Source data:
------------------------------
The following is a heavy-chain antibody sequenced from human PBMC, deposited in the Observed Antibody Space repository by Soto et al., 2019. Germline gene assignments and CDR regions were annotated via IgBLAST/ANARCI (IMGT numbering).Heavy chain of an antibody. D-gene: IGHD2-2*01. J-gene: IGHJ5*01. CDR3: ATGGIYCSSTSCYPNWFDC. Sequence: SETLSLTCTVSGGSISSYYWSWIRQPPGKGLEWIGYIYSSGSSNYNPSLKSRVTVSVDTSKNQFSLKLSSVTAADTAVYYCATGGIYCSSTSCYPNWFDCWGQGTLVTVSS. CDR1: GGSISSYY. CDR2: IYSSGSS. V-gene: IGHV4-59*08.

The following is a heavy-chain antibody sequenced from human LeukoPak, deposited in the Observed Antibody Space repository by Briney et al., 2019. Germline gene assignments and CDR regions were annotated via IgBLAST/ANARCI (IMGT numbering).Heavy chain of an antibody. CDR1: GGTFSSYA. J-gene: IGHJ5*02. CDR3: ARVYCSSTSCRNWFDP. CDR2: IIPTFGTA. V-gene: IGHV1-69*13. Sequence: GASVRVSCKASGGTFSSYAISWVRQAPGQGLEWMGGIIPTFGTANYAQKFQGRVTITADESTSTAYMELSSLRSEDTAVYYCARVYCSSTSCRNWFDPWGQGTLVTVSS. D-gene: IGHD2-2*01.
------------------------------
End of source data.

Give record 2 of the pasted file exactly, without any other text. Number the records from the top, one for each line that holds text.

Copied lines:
The following is a heavy-chain antibody sequenced from human LeukoPak, deposited in the Observed Antibody Space repository by Briney et al., 2019. Germline gene assignments and CDR regions were annotated via IgBLAST/ANARCI (IMGT numbering).Heavy chain of an antibody. CDR1: GGTFSSYA. J-gene: IGHJ5*02. CDR3: ARVYCSSTSCRNWFDP. CDR2: IIPTFGTA. V-gene: IGHV1-69*13. Sequence: GASVRVSCKASGGTFSSYAISWVRQAPGQGLEWMGGIIPTFGTANYAQKFQGRVTITADESTSTAYMELSSLRSEDTAVYYCARVYCSSTSCRNWFDPWGQGTLVTVSS. D-gene: IGHD2-2*01.